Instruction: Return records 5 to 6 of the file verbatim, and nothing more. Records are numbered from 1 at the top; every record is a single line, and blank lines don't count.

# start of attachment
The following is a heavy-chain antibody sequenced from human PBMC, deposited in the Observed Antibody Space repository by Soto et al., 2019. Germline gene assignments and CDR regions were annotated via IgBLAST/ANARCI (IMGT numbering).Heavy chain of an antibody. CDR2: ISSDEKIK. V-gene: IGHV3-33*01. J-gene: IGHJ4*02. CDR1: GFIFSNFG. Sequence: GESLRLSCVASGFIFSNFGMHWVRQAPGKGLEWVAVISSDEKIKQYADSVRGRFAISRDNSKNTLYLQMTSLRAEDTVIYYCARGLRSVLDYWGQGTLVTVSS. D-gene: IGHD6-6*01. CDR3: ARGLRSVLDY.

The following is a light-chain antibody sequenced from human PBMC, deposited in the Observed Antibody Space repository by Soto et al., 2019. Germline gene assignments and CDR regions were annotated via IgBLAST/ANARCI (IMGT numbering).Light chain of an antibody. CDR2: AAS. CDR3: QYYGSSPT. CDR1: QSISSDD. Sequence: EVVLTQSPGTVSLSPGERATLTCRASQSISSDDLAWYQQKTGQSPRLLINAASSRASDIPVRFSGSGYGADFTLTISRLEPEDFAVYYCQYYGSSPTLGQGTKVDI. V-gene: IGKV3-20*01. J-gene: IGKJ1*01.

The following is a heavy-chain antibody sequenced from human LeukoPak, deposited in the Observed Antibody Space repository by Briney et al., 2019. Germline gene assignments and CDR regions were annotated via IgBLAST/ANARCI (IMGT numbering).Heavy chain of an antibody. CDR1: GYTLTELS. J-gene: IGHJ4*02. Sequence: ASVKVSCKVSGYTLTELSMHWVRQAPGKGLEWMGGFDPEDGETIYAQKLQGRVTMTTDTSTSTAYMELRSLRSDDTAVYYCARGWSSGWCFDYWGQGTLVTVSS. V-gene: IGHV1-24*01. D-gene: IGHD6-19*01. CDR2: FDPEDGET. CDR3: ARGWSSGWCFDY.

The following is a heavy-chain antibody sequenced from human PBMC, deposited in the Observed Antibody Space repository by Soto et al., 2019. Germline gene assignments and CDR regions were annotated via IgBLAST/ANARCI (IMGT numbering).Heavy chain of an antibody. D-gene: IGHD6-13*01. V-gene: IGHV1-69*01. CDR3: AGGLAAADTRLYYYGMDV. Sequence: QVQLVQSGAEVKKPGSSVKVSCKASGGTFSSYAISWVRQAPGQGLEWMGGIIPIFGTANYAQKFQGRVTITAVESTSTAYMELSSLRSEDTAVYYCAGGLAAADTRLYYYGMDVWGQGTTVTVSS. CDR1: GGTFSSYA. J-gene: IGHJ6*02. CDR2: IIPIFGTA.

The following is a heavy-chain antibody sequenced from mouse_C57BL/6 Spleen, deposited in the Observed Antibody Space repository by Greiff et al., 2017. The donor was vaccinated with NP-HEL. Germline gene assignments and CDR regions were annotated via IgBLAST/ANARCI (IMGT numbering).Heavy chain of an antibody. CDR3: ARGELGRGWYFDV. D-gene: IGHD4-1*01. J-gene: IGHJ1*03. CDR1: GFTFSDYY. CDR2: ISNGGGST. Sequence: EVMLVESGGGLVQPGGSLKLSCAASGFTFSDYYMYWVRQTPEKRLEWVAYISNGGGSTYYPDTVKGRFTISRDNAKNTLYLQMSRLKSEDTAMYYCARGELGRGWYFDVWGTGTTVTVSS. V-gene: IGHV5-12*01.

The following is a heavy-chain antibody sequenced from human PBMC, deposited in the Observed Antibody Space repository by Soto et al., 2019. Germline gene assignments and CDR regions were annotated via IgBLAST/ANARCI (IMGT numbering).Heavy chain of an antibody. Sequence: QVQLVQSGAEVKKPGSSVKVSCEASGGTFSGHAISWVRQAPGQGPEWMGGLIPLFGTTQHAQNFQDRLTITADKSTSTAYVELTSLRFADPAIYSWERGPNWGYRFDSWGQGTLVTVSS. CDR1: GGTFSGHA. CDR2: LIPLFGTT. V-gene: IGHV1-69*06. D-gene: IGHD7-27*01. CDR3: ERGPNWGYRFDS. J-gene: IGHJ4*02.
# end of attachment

The following is a heavy-chain antibody sequenced from mouse_C57BL/6 Spleen, deposited in the Observed Antibody Space repository by Greiff et al., 2017. The donor was vaccinated with NP-HEL. Germline gene assignments and CDR regions were annotated via IgBLAST/ANARCI (IMGT numbering).Heavy chain of an antibody. CDR3: ARGELGRGWYFDV. D-gene: IGHD4-1*01. J-gene: IGHJ1*03. CDR1: GFTFSDYY. CDR2: ISNGGGST. Sequence: EVMLVESGGGLVQPGGSLKLSCAASGFTFSDYYMYWVRQTPEKRLEWVAYISNGGGSTYYPDTVKGRFTISRDNAKNTLYLQMSRLKSEDTAMYYCARGELGRGWYFDVWGTGTTVTVSS. V-gene: IGHV5-12*01.

The following is a heavy-chain antibody sequenced from human PBMC, deposited in the Observed Antibody Space repository by Soto et al., 2019. Germline gene assignments and CDR regions were annotated via IgBLAST/ANARCI (IMGT numbering).Heavy chain of an antibody. Sequence: QVQLVQSGAEVKKPGSSVKVSCEASGGTFSGHAISWVRQAPGQGPEWMGGLIPLFGTTQHAQNFQDRLTITADKSTSTAYVELTSLRFADPAIYSWERGPNWGYRFDSWGQGTLVTVSS. CDR1: GGTFSGHA. CDR2: LIPLFGTT. V-gene: IGHV1-69*06. D-gene: IGHD7-27*01. CDR3: ERGPNWGYRFDS. J-gene: IGHJ4*02.